"The Lakotah had no language for insulting other orders of existence: pest, waste, weed . . ."
But what about "bugsplat"?
That's the word for the cop at UC Davis, walking up and down the line of students sitting with their arms locked, zapping them in the eyes with pepper spray. It's the word for the Tunisian police and bureaucrats who humiliated Mohamed Bouazizi and destroyed his livelihood as a street vendor. It's the word for anyone whose power exceeds his humanity.
And, according to a 2003 Washington Post story, it's the name of a Defense Department computer program for calculating collateral damage; it's also, apparently, casual terminology among Pentagon operation planners and the like to refer to the collateral damage itself . . . you know, the dead civilians. CIA drone operators talk about bugsplat. The British organization Reprieve calls its effort to track the number of people killed by U.S. drone strikes -- in Pakistan, Somalia, Yemen -- Project Bugsplat.
It's a term I've only recently come across, but I can't get it out of my head. The only way I know how to begin thinking about it is to quote that passage from Rupert Ross' extraordinary book about Native American wisdom, Returning to the Teachings, and contemplate the idea of a people who have "no language for insulting other orders of existence." Such a thought, it seems to me, is worth sitting with for a while, especially as we read or listen to the news and behold the daily unfolding of our casual disrespect for every order of existence, including our own.
Ross goes on to talk about "the core teaching that all aspects of Creation were essential, none were superior and each must be respected if all are to survive."
What if this is actually true? What if this is the depth at which we need to transform ourselves, not merely personally but at every level of our interaction with the world, including geopolitically?
"But even when they're not targeting civilians, which is probably most of the time, they end up killing massive numbers of civilians," journalist Allan Nairn told Amy Goodman in a "Democracy Now!" interview last year.
"The Pentagon has a word for that, too," he went on. "They call it 'bugsplat.' In the opening days of the invasion of Iraq, they ran computer programs, and they called the program the Bugsplat program, estimating how many civilians they would kill with a given bombing raid. On the opening day, the printouts presented to General Tommy Franks indicated that twenty-two of the projected bombing attacks on Iraq would produce what they defined as heavy bugsplat -- that is, more than thirty civilian deaths per raid. Franks said, 'Go ahead. We're doing all twenty-two.'"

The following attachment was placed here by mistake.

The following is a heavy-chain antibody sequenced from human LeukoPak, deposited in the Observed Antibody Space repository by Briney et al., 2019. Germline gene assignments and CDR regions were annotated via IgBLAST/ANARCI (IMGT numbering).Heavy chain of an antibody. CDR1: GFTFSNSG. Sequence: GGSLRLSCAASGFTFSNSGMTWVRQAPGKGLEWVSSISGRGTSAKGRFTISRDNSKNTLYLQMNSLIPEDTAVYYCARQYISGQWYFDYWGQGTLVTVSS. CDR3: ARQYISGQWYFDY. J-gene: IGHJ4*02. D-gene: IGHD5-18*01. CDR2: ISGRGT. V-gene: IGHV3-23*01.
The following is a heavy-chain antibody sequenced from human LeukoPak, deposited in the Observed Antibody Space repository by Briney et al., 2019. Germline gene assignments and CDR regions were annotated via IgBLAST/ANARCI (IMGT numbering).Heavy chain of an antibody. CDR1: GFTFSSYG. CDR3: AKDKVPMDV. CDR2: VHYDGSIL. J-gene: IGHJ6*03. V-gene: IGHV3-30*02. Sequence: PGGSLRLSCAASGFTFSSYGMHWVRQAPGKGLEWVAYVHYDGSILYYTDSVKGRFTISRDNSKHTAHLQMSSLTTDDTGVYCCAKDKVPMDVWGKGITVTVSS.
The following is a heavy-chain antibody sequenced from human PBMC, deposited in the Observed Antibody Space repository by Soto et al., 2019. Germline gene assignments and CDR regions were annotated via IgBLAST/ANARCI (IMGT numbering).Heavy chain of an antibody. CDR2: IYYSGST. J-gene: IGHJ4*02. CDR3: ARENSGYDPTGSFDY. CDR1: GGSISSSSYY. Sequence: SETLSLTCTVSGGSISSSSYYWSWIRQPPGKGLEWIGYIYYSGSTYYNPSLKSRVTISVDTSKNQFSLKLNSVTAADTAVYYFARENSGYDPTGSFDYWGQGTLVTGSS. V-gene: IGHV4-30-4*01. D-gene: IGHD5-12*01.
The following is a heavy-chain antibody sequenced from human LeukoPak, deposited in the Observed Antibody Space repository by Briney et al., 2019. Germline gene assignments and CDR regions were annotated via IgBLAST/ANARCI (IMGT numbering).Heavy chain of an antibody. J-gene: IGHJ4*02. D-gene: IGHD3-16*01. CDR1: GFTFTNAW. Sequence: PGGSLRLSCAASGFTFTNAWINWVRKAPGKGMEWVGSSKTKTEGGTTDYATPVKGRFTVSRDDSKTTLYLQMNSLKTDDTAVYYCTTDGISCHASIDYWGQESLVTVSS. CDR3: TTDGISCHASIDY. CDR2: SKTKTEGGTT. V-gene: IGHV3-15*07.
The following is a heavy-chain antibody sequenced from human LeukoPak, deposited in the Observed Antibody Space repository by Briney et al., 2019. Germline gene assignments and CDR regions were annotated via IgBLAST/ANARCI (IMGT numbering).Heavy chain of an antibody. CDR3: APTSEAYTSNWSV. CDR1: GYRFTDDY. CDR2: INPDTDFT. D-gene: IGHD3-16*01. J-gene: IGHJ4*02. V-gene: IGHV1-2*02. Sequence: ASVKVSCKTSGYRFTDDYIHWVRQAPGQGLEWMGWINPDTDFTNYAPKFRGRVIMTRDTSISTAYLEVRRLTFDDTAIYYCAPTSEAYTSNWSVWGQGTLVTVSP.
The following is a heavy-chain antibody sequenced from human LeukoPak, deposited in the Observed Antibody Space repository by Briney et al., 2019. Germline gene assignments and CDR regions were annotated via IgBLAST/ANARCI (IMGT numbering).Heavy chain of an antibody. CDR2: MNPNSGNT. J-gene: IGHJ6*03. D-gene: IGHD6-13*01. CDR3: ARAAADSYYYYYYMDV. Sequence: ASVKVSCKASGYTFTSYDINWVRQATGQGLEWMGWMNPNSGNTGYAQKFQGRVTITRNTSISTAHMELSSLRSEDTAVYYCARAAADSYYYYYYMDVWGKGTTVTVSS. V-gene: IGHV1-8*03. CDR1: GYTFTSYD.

And this is the foundation of our national security.
I go back to the now-infamous video of the policeman at UC Davis, acting not so much in personal disdain toward the students he was pepper-spraying as in a context of institutional disdain for them. The police defined their role as restoring order, but what they were doing was re-establishing turf. To that end, they were simply doing their jobs: removing impediments.
The extended video of the incident, showing the chaotic aftermath of the spraying, with the crowd screaming "Shame on you!" as the injured students clutch their faces and roll on the ground in pain, as some are cuffed while they lie face-down in the grass, is almost as harrowing to watch as battle footage. At one point someone shouts in outrage, "These are children!"
While the balance of power seems remarkably uneven in this incident, in reality that's not the case. As the demonstrators focus their anger and cries of shame, the perplexed police are the ones who stumble backwards, at least momentarily.
This doesn't happen where we wage our wars. This, for instance, is from a New York Times article on Thanksgiving Day, about a NATO airstrike in southern Afghanistan that killed seven civilians (including six children):
Abdul Samad, an uncle of four of the children who were killed, disputed the government's version of the attack. He said his relatives were working in fields near their village when they were attacked without warning by an aircraft.
His brother-in-law, Mohammad Rahim, 50, had his two sons and three daughters with him. They were between 4 and 12 years old and all were killed, except an 8-year-old daughter who was badly wounded, Mr. Samad said.
Project Bugsplat is the name of every war, at least from the planners' point of view. A winnable war is waged from above, invisibly, with godlike impunity. Such wars, especially in today's political order, cannot be effectively opposed with acts of equally brutal counterforce; they can only be prolonged.
"Bugsplat" is a term of ultimate disrespect and indifference, and it begins with a state of mind. The global Occupy movement, with its humane and nonviolent core certainty, is tipping the balance. Finally it comes down to this: Occupy consciousness.
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Robert Koehler is an award-winning, Chicago-based journalist, contributor to One World, Many Peaces and nationally syndicated writer. His new book, Courage Grows Strong at the Wound (Xenos Press) is now available. Contact him at firstname.lastname@example.org or visit his website at commonwonders.com.
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